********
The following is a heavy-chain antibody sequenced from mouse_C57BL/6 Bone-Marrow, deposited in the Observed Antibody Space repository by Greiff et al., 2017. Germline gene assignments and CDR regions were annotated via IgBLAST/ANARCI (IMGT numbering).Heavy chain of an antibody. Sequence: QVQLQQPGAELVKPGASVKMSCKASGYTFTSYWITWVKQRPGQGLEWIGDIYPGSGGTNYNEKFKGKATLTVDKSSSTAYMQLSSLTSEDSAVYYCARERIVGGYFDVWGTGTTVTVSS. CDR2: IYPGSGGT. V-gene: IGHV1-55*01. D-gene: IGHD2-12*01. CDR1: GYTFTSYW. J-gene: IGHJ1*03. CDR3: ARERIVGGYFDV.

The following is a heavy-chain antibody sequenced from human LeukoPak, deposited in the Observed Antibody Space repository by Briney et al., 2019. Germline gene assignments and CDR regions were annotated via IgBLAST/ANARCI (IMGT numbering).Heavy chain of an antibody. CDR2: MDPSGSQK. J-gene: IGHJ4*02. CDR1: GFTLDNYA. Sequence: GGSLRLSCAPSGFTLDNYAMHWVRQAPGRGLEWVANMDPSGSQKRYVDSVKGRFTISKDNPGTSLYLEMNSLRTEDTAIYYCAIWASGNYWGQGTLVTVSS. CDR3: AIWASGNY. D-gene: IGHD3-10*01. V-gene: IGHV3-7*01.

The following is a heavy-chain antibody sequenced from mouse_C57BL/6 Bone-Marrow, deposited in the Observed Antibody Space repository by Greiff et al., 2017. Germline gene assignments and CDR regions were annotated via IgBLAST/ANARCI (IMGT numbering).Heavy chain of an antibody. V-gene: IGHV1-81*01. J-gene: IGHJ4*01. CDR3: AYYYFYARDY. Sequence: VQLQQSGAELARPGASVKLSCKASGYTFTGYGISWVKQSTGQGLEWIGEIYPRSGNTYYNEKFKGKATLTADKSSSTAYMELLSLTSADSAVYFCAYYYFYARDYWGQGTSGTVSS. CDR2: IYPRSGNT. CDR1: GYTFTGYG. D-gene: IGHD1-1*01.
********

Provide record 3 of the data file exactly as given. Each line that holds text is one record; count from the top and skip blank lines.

The following is a heavy-chain antibody sequenced from mouse_C57BL/6 Bone-Marrow, deposited in the Observed Antibody Space repository by Greiff et al., 2017. Germline gene assignments and CDR regions were annotated via IgBLAST/ANARCI (IMGT numbering).Heavy chain of an antibody. V-gene: IGHV1-81*01. J-gene: IGHJ4*01. CDR3: AYYYFYARDY. Sequence: VQLQQSGAELARPGASVKLSCKASGYTFTGYGISWVKQSTGQGLEWIGEIYPRSGNTYYNEKFKGKATLTADKSSSTAYMELLSLTSADSAVYFCAYYYFYARDYWGQGTSGTVSS. CDR2: IYPRSGNT. CDR1: GYTFTGYG. D-gene: IGHD1-1*01.